Skip to content

4 Ways To Avoid A Disaster If You Edit In Lightroom

Categories

Featured Products

avoid-disaster 4 Ways To Avoid A Disaster If You Edit In Lightroom Lightroom Presets Lightroom Tutorials If you use Lightroom to edit your photos, you may (or may not) realize that your edits are not applied to your image unless you export them out of Lightroom.

Lightroom is essentially a big, huge database of information.  When you edit, whether you use Lightroom presets, make manual adjustments or both, your changes just tell Lightroom what you want to do to the image when it leaves the program. They do NOT actually change the photo.  Since you can see the changes, and even view before and afters, it seems so permanent.

It’s easy to feel like this information in Lightroom is completely safe. And usually it is…   But what if your catalog (which is like a big notebook filled with every set of directions you’ve told Lightroom) dies or gets corrupted?

Here’s three steps you need to take right now to protect your future edits:

1. Back up your Lightroom 5 Catalog.  This backs up your “steps” you’ve told Lightroom you want to do, using presets or manual editing.   Only you can decide how often to back up your catalog based on the value of this information. Remember this does NOT back up the photos themselves. 

Need detailed catalog help?  Learn how to back up your Lightroom catalog HERE.

Screen-Shot-2014-04-03-at-8.56.35-AM 4 Ways To Avoid A Disaster If You Edit In Lightroom Lightroom Presets Lightroom Tutorials

2. Consider exporting your images once you are done editing them, even if you are not ready to print or use them in another way.  Remember that adjustments you make in Lightroom are not applied to your photo until exported. Yes, it takes up space on your hard drive but storage is affordable now.

Screen-Shot-2014-04-03-at-11.09.11-AM 4 Ways To Avoid A Disaster If You Edit In Lightroom Lightroom Presets Lightroom Tutorials

3. If you are in a storage crunch and really do not have room, here’s another idea.  Change the way the Lightroom catalog works.  Adjust the settings under METADATA.  Go to your Catalog Settings – the location will vary based on your operating system.  It is under the word LIGHTROOM on my Mac.  Then click on the Metadata tab.  And check off “Automatically write changes into XMP.”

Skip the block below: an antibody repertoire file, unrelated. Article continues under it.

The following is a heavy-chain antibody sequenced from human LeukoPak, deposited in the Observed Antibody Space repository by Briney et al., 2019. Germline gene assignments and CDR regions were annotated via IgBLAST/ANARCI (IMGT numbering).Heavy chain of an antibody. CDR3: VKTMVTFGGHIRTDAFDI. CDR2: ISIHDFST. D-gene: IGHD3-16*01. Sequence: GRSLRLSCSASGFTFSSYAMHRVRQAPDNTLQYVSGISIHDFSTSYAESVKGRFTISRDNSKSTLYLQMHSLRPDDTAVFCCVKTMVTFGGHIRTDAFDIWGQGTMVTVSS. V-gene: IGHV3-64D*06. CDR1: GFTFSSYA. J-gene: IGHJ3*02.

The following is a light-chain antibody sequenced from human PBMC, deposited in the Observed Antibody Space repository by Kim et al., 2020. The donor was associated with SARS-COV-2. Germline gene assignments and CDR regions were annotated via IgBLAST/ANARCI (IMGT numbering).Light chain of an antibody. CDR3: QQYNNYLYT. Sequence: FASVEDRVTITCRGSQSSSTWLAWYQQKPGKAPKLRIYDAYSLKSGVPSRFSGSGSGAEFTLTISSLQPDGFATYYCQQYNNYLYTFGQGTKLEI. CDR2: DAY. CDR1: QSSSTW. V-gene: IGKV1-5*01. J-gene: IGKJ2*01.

Screen-Shot-2014-04-03-at-11.11.49-AM 4 Ways To Avoid A Disaster If You Edit In Lightroom Lightroom Presets Lightroom Tutorials

When you do this, the .XMP files will save alongside your Raw files!  This way, if your database corrupts, you still have your edits. It’s as easy as a check box. Boom!

Screen-Shot-2014-04-03-at-11.16.34-AM 4 Ways To Avoid A Disaster If You Edit In Lightroom Lightroom Presets Lightroom Tutorials

4. Back up your computer –  None of the above will “save you” if your hard drive crashes.  The most important thing in terms of protection for any photographer, and I cannot stress this enough, is a solid, reliable backup system.  I highly recommend you back up your photos, important files, and any other documents you’d miss if they vanished.  I backup my work in the following ways:

  • RAID – I have hard drives that mimic each other in case one fails
  • Time Machine – I backup everything on my computer to an external hard drive using Time Machine on my Mac.
  • Off-Site – this is the most important one.  It protects you from hard drive failure, theft, and fire.  The top two solutions do not protect against all three… I currently use Backblaze for my off-site backup.   It is easy and affordable! I need to know my files and photos are safe – this solution provides that assurance. 

 Don’t let disaster strike your Lightroom catalog or files. Keep everything safe from corruption using these quick, easy steps. Now it’s your turn… What methods do you use to keep your files, catalogs and photos safe?

MCPActions

No Comments

  1. Steve crane on July 10, 2014 at 6:21 am

    Step 3 can be taken one step further. If you convert your raw images to DNG format on import, the changes are saved directly into the DNG file alongside the raw data, rather than into an XMP sidecar file. Then you have just a single file to manage.

  2. Stefania Zara Kleynendorst on July 12, 2014 at 4:31 pm

    good tip!

Leave a Comment

You must be logged in to post a comment.

Categories

Recent Posts

Scroll To Top